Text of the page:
PA was more abundant in meconium than in the placenta; however, the opposite was observed with PE.
Water consumption was associated with a higher abundance of total MPs and PA, as was the use of toothpaste and scrub cleansers. However, this was linked to the use of plastic cups and bottles to drink water two or more times a week. Pure water in a barrel (30 particles/g) or from the tap (60 particles/g) was associated with a higher abundance of MPs as compared to low- or never-users.
Eating processed food packed in plastic, as well as seafood, was also associated with greater MP abundance.
In infants, those who ate less than 50 g of other foods had lower MPs than others. Importantly, increased intake of breast milk was linked to higher MP content in feces, as was increased use of feeding bottles. Infants who sucked on plastic toys also had higher MPs in feces than others.
When plastic toys were washed in cool water, the MP content in feces was lowest by almost 40-70 times as compared to when washed in boiling water or disinfected with alcohol or steam.
The current study was the first of its kind to fully explore the presence of MPs in pregnancy, fetal life, and infancy. The major associations appear to be with higher use of body scrub and toothpaste in pregnancy, as well as with feeding bottles, plastic toys, and breastfeeding in infancy.
High levels of MPs in meconium may be due to the accumulation of these substances from the 16th week of gestation onwards. Surprisingly, increased breastmilk intake was associated with greater MP levels, which might be due to the increasing use of pumped breast milk stored in plastic bags that allow MPs to migrate into the milk. The use of PP feeding bottles could also contribute to this risk.
Sucking plastic toys, as well as the use of harsh washing methods for these toys, was also associated with increased MP detection.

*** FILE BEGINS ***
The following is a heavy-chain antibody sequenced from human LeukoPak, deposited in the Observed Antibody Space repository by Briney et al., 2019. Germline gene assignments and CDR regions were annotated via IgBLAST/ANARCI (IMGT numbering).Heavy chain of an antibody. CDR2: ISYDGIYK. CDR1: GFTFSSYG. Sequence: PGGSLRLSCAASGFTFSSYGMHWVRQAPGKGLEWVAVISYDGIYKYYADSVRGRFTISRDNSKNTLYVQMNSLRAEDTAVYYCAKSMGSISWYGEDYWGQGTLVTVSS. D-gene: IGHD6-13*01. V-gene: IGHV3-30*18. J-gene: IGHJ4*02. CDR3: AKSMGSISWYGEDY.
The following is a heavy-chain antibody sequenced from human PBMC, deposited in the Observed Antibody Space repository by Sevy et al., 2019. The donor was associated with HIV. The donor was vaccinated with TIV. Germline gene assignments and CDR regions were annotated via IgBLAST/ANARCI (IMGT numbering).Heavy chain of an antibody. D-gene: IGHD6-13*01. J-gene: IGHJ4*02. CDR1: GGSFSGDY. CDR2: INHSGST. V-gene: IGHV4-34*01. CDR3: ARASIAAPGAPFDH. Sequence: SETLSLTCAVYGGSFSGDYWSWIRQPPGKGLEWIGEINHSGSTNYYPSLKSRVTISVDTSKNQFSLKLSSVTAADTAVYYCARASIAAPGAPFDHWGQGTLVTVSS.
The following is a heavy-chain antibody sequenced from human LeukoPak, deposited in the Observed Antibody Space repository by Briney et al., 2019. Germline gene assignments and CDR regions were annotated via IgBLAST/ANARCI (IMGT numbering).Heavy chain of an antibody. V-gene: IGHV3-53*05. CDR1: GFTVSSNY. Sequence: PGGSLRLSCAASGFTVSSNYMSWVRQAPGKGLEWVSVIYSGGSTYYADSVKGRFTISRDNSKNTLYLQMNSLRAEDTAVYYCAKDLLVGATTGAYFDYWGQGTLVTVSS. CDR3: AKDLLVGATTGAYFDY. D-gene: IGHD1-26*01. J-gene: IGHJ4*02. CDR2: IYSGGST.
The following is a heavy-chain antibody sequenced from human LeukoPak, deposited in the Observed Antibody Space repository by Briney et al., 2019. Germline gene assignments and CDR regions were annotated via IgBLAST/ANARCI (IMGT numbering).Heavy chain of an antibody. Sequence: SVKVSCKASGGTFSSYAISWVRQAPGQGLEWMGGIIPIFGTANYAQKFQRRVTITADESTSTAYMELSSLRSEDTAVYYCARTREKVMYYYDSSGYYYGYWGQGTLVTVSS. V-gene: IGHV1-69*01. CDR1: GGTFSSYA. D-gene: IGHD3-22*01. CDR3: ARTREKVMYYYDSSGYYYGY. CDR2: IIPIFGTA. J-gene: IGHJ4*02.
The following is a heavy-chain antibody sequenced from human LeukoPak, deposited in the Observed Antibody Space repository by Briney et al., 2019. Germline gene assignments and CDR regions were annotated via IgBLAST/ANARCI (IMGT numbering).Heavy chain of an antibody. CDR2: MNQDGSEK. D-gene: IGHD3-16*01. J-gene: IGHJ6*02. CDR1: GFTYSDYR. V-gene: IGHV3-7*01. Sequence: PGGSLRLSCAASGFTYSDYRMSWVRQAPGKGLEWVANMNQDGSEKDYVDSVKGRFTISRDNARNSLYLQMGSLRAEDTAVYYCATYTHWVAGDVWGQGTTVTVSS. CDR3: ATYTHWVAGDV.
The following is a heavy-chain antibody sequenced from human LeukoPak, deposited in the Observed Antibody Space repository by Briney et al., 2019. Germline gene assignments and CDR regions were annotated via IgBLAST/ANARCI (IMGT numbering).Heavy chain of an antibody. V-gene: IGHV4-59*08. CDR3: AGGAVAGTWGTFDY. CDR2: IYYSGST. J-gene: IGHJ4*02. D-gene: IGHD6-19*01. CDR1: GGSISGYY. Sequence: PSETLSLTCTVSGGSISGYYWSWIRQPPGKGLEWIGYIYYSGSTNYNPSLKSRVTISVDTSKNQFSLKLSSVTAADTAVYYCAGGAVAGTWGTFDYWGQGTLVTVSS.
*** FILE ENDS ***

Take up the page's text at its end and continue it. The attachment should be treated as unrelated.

Similarities in PA, PU, PE, and PET abundances in mothers and infants could indicate a common pattern of intake. This could be from air, indoors, and outdoors, as MPs are commonly used in a variety of consumer goods from textiles to appliances.
Ingestion of atmospheric-deposited MPs through diet might be 2–3 orders of magnitude greater than direct ingestion from food sources.”
Air cleaning and dust removal may be important preventive measures, especially during pregnancy and infancy, as these individuals often spend long periods indoors.
Groundwater samples consistently show the presence of PA, PE, and PET, while PU is also abundant in untreated water and after conventional treatment for drinking water. This aligns with the finding that increased water intake, especially tap water, was associated with high MP abundance.
Given the very small sample size, these findings should be considered preliminary. Larger studies that examine plastics exposure on a wider scale, including their use, washing, and drying, as well as rule out contamination with dust, diaper materials, and airborne MPs, are needed to validate the results of this study.
- Liu, S., Lin, G., Liu, X., et al. (2022). Detection of various microplastics in placentas, meconium, infant feces, breastmilk and infant formula: A pilot prospective study. Science of the Total Environment. doi:10.1016/j.scitotenv.2022.158699.